On Growing Up Italian American, and Embracing Your Superpower

As a nation, we’ve grown weary of the violence and chaos that often is a front page headline – just recently we can point to Sutherland Springs, massive carnage in Las Vegas, and another terror attack in New York City.

I’ve been immersed, in the last couple of years, in what author/podcaster Tim Ferriss coined the Low Information Diet – erasing the influence of national/ local news and other distractions from my life.

It’s not that I don’t want to stay informed – some believe it’s without question your duty as a citizen – but I would prefer to accelerate the aging process with child like wonder and curiosity rather than see my world with a perpetual black cloud over it. To believe the world may be a wonderful place – as it once was.

For those of us who want to turn back the clock, retreat into a previous time – well, if you’re an aficionado of the news headlines, you could hardly be blamed. I consider myself one of those people – for good reason.

Not so many years ago, my life was filled with the influence of Italian immigrants. Calabrian and Sicilian immigrants, to be precise. Men and women with grit, determination, and a love of their adopted country.

There’s been a lot of attention paid by the aforementioned news machine concerning the plight of the modern immigrant. However, it’s not just the current administration in the White House that has issue with select groups of immigrants. As columnist Rosario Iaconis stated:

February 19 marks the anniversary of Franklin D. Roosevelt’s infamous Executive Order 9066. With the nation at war against the Axis powers — and still reeling from Pearl Harbor — FDR promulgated a directive that branded 600,000 Americans of Italian descent “enemy aliens.” Over 10,000 on the West Coast were forced to relocate, and more than 250 were placed in internment camps in Georgia, Maryland, Montana, Oklahoma, Tennessee and Texas.

In an earlier historical misstep, president Calvin Coolidge stated he thought Italians to be “an inferior race,” notably southern Italians.

An unfortunate series of events. If only presidents past and present could embrace the power of the immigrant. There are so many in my own life that should be deemed worthy of a spotlight for what truly makes this country great. I’d like to introduce you to some.

IMG_3970Some of you have already read, on more than one occasion, a series of posts about my grandfather’s brother Dominick. He was a hero to his adopted country of America, being killed in action in World War II, right before the end of the war. His loss left a gaping chasm in my family at the time, and he is still a hero to us today.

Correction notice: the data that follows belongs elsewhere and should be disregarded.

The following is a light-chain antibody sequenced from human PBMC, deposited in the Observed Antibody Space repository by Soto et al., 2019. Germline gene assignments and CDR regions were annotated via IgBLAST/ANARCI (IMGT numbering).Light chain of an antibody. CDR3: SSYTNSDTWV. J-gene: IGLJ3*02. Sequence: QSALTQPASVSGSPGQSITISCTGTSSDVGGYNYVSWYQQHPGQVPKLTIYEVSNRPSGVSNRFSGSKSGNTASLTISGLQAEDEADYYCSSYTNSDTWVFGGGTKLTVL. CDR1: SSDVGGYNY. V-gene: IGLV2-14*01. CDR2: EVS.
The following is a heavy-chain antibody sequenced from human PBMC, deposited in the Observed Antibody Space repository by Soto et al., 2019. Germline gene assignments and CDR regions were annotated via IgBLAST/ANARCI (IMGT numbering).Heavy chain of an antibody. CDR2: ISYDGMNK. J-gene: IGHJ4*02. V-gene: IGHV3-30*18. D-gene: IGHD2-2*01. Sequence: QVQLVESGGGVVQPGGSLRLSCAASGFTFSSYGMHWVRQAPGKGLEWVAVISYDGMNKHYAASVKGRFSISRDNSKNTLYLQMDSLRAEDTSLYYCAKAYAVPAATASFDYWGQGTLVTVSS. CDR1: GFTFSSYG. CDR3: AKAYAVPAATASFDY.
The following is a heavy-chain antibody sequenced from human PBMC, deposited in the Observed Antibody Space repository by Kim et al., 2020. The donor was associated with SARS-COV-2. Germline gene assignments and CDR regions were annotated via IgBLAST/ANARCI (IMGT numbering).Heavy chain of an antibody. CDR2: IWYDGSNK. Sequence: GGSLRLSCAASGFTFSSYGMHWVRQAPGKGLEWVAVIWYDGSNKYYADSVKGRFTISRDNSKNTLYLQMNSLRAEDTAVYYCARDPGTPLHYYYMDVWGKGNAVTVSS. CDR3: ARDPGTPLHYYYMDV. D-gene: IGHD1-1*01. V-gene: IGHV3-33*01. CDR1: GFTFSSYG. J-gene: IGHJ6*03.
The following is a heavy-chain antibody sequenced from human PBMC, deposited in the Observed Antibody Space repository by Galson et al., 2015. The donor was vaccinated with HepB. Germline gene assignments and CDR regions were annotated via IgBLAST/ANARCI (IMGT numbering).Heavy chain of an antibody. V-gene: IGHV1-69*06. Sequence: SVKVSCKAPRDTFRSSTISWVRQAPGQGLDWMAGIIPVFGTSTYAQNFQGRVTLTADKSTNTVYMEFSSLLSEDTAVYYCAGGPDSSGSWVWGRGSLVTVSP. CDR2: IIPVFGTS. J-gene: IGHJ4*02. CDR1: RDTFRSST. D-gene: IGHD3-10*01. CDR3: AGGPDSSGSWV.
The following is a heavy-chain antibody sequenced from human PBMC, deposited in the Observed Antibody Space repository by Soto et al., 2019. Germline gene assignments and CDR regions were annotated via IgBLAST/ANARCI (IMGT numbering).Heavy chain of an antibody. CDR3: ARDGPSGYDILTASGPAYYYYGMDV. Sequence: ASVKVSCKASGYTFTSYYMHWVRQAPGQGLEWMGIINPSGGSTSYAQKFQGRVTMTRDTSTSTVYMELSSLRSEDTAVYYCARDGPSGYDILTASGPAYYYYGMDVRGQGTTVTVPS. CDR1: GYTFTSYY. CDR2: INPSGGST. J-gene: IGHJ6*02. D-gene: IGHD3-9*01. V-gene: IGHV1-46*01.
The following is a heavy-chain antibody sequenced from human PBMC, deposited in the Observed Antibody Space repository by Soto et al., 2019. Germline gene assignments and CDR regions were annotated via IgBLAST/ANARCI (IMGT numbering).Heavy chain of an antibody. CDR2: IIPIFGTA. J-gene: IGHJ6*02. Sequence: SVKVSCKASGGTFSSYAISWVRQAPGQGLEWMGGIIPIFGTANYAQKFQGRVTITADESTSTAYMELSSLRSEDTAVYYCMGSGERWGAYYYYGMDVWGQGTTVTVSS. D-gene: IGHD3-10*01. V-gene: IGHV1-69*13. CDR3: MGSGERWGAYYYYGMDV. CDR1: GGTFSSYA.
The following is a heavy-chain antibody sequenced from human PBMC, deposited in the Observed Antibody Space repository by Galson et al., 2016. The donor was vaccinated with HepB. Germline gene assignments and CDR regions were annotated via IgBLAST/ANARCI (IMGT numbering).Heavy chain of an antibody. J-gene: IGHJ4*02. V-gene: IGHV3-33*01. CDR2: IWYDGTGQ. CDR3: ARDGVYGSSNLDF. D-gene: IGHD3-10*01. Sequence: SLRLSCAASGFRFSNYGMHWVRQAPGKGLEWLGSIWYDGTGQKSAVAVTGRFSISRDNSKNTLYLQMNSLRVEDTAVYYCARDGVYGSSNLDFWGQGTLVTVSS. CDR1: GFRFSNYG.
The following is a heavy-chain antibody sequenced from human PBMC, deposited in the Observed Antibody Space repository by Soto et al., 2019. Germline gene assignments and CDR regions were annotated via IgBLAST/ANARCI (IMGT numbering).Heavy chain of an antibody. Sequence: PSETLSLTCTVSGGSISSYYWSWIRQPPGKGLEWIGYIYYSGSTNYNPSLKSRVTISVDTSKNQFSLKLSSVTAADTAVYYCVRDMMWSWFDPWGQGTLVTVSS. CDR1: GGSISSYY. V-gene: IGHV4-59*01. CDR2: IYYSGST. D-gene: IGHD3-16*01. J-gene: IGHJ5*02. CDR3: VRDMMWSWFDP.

My cousin and I recently had crafted a military banner in his name, with his image flying high and proud in the city where I live, where he lived as a proud American citizen. As long as our family is here, we will never forget.

But Dominick was far from the only member of his family that emigrated to our shores. His brothers came here as well, and they were special in their own right.

My grandfather himself (Sebastian, pictured below to the right) has long been a featured topic on this site, with several articles that remain my favorites. He was one of the toughest guys I knew, and this was just not my opinion – the other men he knew, whether family or friend, verified his relentless nature and resolve.

The image I love – one that stays with me like it happened yesterday – is of him during one of our tragically brutal winters, shoveling snow with a steel handled shovel and no gloves to protect his hands. Dressed in an overcoat and fedora.

Over coffee on a recent Sunday morning, my cousin Mary told me a story that I didn’t know about my grandfather – or “Pop,” as I would call him. My cousin said that a fire had started in their first floor flat, in a living room area that was quickly getting out of control. Like, within minutes, all was going to be lost.

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Instead of the fire department coming to the rescue, “your grandfather came flying down the stairs (my grandparents lived on the second floor) and put the fire out – with his bare hands.” She added, almost as an afterthought, “I think he used a couple of small, wet towels. Or a blanket or something.”When I had thought I heard it all about my grandfather, I sat there holding my coffee cup, my mouth agape, mind in disbelief.

“Ho. Lee. Shit.” was all that I could say.

IMG_3975Another brother was Antonio, who I referred to as “Uncle Tony.” As tough as my grandfather was, Antonio’s brute strength stood out. Capable of tilling huge gardens and planting trees and bushes with the most rudimentary tools, he was as powerful a man as they come. He personified his Calabrian roots with his farming ability, and was responsible, along with his brothers, for planting much of the food that we would later eat.

He would make a point, after his work was over, to rough house with whichever one of us kids was within striking distance. If he said, in his broken English, “come over and give me a kiss,” you did. And got your youthful face scraped by a bearded stubble that felt made of steel.

Mariano, who to us kids was “Uncle Mario,” always captivated with his infectious smile and hearty laugh. If my grandfather was the quiet one – which he was – Uncle Mario was the talker, coming to my grandparents’ house for frequent visits, sitting at the kitchen table for an hour or more to dole out life wisdom and stories from the old country.img_3366